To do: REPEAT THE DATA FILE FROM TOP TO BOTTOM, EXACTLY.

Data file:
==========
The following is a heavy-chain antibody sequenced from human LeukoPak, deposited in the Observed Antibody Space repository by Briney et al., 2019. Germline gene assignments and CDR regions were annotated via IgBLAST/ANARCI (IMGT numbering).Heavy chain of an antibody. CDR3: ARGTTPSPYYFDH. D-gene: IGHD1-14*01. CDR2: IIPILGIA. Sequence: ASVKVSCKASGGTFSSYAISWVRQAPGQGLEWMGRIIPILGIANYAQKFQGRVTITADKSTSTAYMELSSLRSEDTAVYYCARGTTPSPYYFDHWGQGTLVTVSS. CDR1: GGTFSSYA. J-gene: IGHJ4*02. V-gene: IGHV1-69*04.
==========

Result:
The following is a heavy-chain antibody sequenced from human LeukoPak, deposited in the Observed Antibody Space repository by Briney et al., 2019. Germline gene assignments and CDR regions were annotated via IgBLAST/ANARCI (IMGT numbering).Heavy chain of an antibody. CDR3: ARGTTPSPYYFDH. D-gene: IGHD1-14*01. CDR2: IIPILGIA. Sequence: ASVKVSCKASGGTFSSYAISWVRQAPGQGLEWMGRIIPILGIANYAQKFQGRVTITADKSTSTAYMELSSLRSEDTAVYYCARGTTPSPYYFDHWGQGTLVTVSS. CDR1: GGTFSSYA. J-gene: IGHJ4*02. V-gene: IGHV1-69*04.